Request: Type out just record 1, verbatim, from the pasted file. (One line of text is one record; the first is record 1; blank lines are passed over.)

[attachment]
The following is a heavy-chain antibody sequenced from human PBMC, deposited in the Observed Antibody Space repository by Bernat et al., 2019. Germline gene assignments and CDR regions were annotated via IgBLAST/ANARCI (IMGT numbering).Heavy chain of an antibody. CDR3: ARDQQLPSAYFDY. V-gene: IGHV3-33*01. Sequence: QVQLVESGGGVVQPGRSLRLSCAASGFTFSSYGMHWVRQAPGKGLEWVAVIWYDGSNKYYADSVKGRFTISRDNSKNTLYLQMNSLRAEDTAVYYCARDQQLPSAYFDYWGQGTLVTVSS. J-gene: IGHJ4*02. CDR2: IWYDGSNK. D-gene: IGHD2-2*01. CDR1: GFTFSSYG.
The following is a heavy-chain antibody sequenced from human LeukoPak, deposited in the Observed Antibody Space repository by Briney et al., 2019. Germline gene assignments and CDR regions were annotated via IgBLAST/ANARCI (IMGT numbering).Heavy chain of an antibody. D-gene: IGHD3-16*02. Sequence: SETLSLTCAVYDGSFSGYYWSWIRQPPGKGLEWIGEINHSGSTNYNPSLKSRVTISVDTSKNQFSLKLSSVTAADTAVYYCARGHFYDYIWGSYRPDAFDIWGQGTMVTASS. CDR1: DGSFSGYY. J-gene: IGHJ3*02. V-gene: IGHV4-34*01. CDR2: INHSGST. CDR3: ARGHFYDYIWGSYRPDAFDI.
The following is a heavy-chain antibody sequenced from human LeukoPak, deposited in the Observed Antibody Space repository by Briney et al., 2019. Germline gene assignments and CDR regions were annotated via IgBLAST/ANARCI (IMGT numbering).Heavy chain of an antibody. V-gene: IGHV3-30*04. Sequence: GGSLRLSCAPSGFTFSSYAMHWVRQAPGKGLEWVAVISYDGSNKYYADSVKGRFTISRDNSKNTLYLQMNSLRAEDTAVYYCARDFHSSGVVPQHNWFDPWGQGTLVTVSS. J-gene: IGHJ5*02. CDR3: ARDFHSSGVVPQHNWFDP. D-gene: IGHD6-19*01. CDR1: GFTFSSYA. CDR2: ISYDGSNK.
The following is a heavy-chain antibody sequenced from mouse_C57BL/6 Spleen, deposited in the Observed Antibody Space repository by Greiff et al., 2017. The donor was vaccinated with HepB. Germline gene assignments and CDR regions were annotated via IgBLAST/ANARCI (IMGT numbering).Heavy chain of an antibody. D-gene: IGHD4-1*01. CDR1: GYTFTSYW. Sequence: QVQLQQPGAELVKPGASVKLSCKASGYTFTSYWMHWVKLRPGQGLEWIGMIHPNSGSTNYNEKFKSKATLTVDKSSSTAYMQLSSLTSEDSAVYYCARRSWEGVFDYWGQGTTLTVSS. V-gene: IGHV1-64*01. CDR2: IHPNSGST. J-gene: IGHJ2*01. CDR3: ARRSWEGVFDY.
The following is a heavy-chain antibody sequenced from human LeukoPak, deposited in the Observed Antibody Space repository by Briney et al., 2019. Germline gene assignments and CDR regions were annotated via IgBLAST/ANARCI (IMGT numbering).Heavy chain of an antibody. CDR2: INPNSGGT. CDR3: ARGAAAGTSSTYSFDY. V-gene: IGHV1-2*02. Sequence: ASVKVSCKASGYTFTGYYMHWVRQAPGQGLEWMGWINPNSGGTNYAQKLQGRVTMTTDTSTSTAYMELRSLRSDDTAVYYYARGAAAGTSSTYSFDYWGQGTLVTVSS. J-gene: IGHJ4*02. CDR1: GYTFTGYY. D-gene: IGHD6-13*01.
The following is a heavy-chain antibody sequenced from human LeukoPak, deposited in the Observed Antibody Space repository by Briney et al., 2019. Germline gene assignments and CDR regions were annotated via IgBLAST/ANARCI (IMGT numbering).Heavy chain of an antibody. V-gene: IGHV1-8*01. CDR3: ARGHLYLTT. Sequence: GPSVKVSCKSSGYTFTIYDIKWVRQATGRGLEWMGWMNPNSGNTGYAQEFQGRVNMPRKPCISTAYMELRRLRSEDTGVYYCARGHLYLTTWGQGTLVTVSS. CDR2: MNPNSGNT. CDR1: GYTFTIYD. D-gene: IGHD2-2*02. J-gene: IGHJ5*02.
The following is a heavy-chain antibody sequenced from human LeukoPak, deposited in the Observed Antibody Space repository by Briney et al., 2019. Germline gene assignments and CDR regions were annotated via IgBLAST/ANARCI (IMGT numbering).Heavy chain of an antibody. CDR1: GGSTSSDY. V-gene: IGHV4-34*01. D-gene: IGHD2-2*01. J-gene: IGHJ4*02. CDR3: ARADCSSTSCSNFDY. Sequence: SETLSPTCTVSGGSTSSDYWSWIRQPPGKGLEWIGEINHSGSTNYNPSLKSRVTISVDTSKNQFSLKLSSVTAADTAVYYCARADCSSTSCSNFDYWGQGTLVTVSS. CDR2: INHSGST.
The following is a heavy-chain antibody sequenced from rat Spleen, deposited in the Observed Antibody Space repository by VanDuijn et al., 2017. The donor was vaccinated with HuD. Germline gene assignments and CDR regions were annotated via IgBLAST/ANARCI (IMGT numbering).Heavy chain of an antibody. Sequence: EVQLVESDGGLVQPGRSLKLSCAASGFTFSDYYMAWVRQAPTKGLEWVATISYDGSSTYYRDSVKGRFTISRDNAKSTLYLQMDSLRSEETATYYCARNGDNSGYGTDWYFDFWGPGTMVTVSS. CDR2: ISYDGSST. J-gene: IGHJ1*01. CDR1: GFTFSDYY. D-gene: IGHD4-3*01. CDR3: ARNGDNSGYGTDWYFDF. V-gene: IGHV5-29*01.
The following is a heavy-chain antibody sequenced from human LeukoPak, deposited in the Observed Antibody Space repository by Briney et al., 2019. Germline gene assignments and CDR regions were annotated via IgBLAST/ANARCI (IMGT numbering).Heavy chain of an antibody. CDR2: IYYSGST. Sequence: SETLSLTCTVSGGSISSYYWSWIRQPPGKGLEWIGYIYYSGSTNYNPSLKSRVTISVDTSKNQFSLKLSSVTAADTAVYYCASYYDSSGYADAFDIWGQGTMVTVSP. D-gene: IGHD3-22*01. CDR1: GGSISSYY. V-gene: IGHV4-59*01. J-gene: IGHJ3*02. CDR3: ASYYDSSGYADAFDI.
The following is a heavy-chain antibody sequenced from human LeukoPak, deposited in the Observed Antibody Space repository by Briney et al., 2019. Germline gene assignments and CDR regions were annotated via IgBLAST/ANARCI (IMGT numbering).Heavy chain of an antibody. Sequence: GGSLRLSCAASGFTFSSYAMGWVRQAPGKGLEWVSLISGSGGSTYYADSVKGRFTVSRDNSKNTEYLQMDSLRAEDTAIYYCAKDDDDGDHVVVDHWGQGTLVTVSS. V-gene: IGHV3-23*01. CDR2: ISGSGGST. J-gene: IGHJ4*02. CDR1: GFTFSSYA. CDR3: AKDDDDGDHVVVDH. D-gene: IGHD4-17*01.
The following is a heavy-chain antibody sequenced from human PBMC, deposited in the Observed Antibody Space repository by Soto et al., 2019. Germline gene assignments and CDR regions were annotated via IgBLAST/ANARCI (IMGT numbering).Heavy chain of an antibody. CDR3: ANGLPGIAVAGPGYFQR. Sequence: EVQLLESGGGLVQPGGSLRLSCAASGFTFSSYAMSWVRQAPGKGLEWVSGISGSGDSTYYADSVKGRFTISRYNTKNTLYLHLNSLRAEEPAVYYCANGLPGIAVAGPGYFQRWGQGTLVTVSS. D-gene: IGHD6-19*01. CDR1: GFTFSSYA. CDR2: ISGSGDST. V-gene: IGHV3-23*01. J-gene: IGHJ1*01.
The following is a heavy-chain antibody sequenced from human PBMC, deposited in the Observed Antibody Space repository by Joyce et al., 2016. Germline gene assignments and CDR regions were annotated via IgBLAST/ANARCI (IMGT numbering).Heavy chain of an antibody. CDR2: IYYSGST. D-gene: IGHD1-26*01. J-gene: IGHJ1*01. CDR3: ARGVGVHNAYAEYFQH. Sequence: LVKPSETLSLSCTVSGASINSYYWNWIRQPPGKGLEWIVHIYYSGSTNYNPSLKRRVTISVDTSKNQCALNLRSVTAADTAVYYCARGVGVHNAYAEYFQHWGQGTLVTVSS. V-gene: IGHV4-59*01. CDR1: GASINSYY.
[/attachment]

The following is a heavy-chain antibody sequenced from human PBMC, deposited in the Observed Antibody Space repository by Bernat et al., 2019. Germline gene assignments and CDR regions were annotated via IgBLAST/ANARCI (IMGT numbering).Heavy chain of an antibody. CDR3: ARDQQLPSAYFDY. V-gene: IGHV3-33*01. Sequence: QVQLVESGGGVVQPGRSLRLSCAASGFTFSSYGMHWVRQAPGKGLEWVAVIWYDGSNKYYADSVKGRFTISRDNSKNTLYLQMNSLRAEDTAVYYCARDQQLPSAYFDYWGQGTLVTVSS. J-gene: IGHJ4*02. CDR2: IWYDGSNK. D-gene: IGHD2-2*01. CDR1: GFTFSSYG.